Monday, April 30, 2007

28 (thousand) days later

According to the statisticians at the Census Bureau, God is giving most of us about 28,000 days to live. It’s becoming increasingly common to see people moving about, living healthy lives even after having already lived thirty thousand days. What got me thinking about that was one of Feldenkrais’ movement principles, “There is no limit to improvement.”
How can that be? We see limitations and diminishing returns all the time. Well, consider where Feldenkrais was coming from. What if we were to spend five minutes per day diligently working to improve some particular thing in our lives. In an average lifetime, we’d accumulate more than 2300 hours of practice at that one thing. What if we spent 1.5 hours two or three times per week working on improving ourselves? That works out to 12-18 thousand practice hours.
According to Feldenkrais, the vast majority of people stop developing physical skills and abilities at around puberty. At this point we settle into our habitual (unthinking, senseless) modes of action. However, some few of us are able to continue to develop ourselves physically for years after this. These people tend to be celebrated athletes or dancers or perhaps actors.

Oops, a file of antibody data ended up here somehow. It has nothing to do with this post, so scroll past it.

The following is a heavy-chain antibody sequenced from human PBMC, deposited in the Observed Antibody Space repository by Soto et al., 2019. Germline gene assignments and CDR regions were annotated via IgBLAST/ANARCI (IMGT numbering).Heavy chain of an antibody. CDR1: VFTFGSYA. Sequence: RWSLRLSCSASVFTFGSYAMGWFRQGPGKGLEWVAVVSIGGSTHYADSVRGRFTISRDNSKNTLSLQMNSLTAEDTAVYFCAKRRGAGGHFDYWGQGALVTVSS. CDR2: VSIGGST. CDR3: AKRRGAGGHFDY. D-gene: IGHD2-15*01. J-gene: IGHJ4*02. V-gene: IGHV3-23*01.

Even if we start with a third of our life spent, we still easily have the potential equal to 8-12 thousand hours practice. Even with 2/3 of a life already spent, one would have between four and six thousand hours to get your act together! That’s a lot of potential, considering that people can achieve shichidan (7th degree black belt) in aikido or judo with just over 4000 practice hours!
Not only are we living longer, but we are dying longer. It used to be that people generally lived an active life followed by a short period of illness and then death. Now people may be inactive and invalid for years – perhaps even a quarter of their lives. Several of the problems that are endemic in our older population are related to poor posture, including back pain, thoracic kyphosis, osteoporosis and related fractures, sciatica, and restrictive lung problems. What if we spent just a few minutes per week working on our posture? This is why activities like aikido and tai chi have proven so beneficial for adult fitness. I think, in this sense, there is no limit to the potential for improvement.

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